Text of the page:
PostgreSQL vs MySQL: What's the Difference?
What is MySQL?
MYSQL is a popular and widely used DBMS system. The name is taken from the girl name My who is the daughter of the co-founder Michael Widenius. The source code of MYSQL is available under the GNU GPL. The project is owned and maintained by Oracle Corporation.
It is an RDBMS (Relational Database Management System) and works primarily on the relational database model. It makes database administration easier and more flexible.
What is PostgreSQL?
Postgre is an object-relational database management system (ORDBMS). It was developed at the Computer Science Department in the University of California. Postgres pioneered many concepts.
Postgre is an Enterprise-class relational database system. It is easy to setup and installs. It offers support for SQL and NoSQL. It has a great community which happy to serve you when you are facing issues while using PostgreSQL.
In this tutorial you will learn more about –
- History of MySQL
- History of PostgreSQL
- Why use MySQL?
- Why use PostgreSQL?
- Features of MySQL
- Features of PostgreSQL
- Key Differences Between MySQL and PostgreSQL
- Disadvantages of using MySQL
- Disadvantages of using PostgreSQL
- What is Better?
- MySQL was created by a Swedish company called MySQL AB 1995
- Sun acquired MySQL AB for 1 billion dollars in the year 2008
- Oracle bought Sun in 2010 and thereby acquiring MySQL
- In 2012, MySQL was forked into MariaDB by founder Michael Widenius under the company Monty Program Ab
- MariaDB replaces MySQL for most distributions in the year 2013
- Monty Program Ab merged with SkySQL- 2013
- SkySQL Ab renamed to MariaDB Corporation- 2014
- INGRES was developed-1977
- Michael Stonebraker and his colleagues developed Postgres- 1986
- Support for real ACID and PL/pgSQL – 1990
- Released as Postgres95 in -1995
- Re-released Postgres95 as PostgreSQL 6.0 – 1996
- MVCC, GUC, Join syntax Controls and Procedural Language Loader added- 1998-2001
- Version 7.2 to 8.2: Included features like Schema support, Nonblocking VACUUM, Roles and dblink – 2002-2006
- PostgreSQL 8.4 released in 2009
- PostgreSQL 9.0 released in 2010
- NYCPUG (New York City PostgreSQL User Group) joins PgUS (United States PostgreSQL association)- 2013
- PGconf organised-2014
Here, are some important reasons for using MYSQL:
- Supports features like Master-Slave Replication, Scale-Out
- It supports Offload Reporting, Geographic Data Distribution, etc.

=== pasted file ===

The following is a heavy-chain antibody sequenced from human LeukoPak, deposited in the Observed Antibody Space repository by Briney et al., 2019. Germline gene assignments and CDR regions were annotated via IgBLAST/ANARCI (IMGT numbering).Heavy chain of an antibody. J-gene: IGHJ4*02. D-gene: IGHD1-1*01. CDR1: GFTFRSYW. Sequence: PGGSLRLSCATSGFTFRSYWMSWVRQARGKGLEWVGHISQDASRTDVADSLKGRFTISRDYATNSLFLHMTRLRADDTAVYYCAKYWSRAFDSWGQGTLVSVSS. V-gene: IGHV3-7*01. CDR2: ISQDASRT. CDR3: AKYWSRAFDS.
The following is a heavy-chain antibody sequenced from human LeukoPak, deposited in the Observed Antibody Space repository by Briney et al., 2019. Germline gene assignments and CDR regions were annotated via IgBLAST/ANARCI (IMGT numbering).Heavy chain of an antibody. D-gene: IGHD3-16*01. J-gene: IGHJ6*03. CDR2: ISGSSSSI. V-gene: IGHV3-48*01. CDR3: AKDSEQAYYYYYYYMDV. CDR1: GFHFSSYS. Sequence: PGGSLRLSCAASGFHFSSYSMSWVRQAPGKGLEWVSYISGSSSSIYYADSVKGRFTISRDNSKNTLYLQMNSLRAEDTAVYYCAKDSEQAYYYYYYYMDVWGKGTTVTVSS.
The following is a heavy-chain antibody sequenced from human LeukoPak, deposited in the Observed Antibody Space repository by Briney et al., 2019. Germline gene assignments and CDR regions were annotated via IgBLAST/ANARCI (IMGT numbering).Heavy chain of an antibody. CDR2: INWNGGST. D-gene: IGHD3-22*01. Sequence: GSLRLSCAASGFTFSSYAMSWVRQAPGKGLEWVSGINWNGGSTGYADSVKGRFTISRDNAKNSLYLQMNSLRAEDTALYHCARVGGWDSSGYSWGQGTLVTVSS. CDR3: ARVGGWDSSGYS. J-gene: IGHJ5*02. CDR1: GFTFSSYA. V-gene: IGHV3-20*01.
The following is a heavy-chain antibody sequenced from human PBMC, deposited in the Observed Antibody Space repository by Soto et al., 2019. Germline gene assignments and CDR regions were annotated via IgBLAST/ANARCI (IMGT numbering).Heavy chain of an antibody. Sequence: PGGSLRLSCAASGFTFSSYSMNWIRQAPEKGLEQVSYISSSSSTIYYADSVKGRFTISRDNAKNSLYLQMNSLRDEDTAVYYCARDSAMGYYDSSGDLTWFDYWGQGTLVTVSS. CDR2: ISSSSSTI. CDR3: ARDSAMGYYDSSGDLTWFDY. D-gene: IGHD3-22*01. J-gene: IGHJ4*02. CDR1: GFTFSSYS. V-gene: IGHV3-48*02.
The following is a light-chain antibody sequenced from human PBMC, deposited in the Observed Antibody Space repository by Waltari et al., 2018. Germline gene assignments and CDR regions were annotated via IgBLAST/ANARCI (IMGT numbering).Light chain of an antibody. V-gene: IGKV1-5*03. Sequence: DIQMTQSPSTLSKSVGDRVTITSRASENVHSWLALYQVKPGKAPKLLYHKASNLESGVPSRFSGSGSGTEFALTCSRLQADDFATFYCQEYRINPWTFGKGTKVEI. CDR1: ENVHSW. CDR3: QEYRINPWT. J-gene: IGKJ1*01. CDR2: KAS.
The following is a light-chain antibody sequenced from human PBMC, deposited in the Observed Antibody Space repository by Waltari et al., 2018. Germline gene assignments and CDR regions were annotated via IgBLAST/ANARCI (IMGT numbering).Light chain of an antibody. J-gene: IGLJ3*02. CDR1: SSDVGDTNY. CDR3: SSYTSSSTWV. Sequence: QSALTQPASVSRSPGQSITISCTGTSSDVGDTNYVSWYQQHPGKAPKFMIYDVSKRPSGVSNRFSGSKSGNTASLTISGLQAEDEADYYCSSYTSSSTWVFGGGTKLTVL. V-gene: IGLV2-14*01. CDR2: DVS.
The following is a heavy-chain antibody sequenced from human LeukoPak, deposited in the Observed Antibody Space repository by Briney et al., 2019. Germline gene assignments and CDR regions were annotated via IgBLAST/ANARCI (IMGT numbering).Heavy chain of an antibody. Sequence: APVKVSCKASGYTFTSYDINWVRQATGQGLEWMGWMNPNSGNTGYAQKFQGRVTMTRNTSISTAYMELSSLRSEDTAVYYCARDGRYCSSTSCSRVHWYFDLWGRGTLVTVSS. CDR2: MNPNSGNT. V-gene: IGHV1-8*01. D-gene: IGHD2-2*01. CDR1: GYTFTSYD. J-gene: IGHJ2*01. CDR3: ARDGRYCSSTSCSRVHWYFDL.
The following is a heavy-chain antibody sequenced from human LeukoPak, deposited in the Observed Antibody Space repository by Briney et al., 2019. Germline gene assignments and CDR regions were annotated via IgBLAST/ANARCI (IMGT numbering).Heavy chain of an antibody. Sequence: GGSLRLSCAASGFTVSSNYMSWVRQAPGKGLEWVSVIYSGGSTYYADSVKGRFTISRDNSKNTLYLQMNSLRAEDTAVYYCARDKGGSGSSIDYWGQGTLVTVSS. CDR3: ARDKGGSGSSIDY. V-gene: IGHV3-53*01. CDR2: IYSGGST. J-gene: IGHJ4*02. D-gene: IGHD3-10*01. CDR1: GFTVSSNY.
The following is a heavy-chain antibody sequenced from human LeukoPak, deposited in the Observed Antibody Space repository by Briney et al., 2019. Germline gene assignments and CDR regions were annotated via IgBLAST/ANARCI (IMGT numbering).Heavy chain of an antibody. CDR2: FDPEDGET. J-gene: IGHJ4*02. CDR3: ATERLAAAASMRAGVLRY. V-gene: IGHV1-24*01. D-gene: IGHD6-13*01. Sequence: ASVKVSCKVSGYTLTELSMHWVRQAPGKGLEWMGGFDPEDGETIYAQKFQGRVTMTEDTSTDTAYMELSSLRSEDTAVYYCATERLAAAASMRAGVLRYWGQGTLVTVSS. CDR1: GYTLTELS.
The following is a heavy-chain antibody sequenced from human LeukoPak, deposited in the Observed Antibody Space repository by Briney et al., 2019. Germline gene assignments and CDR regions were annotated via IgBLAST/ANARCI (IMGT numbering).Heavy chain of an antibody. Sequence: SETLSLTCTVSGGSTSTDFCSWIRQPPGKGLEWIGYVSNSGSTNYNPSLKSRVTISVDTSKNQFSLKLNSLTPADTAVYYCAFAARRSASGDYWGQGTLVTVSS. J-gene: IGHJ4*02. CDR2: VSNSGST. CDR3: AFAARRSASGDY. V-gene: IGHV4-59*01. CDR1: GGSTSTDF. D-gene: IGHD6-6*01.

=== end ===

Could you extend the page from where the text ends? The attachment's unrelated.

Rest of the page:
- Very Low overhead with MyISAM storage engine when used for read-mostly applications
- Support for Memory storage engine for frequently used tables
- Query Cache for repeatedly used statements
- You can easily learn and troubleshoot MySQL from different sources like blogs, white papers, and books
Main reasons for using PostgreSQL are:
- Offers useful features like Table partitioning, Point in Time Recovery, Transactional DDL, etc.
- Ability to utilize 3rd party Key Stores in a full PKI infrastructure
- Developers can modify open source code as it is licensed under BSD without the need to contribute back enhancements
- Independent Software Vendors can redistribute it without the fear of being “infected” by an open source license
- Users and Roles can be assigned Object level privileges
- Supports AES, 3DES and other data encryption algorithms.
- MySQL is a community-driven DBMS system
- Compatible with various platforms using all major languages and middleware
- It offers support for Multi-version concurrency control
- Compliant with the ANSI SQL standard
- Allows Log-based and trigger-based replication SSL
- Object-oriented and ANSI-SQL2008 compatible
- Multi-layered design with Independent modules
- Fully multi-threaded, using Kernel Threads
- Server available in embedded DB or client server model
- Offers Built-in tools for query analysis and space analysis
- It can handle any amount of data, up to as much as 50 million rows or more
- MySQL runs on many varieties of UNIX, as well as on other non-UNIX systems like Windows and OS/2
- An active community that is accelerating its development
- Most common alternative to Oracle, DB2 and SQL Server
- Runs on all major OS platforms that you may have
- MVCC supports large numbers of concurrent users
- Extensive indexing for high-performance reporting
- Support for modern applications (XML and JSON)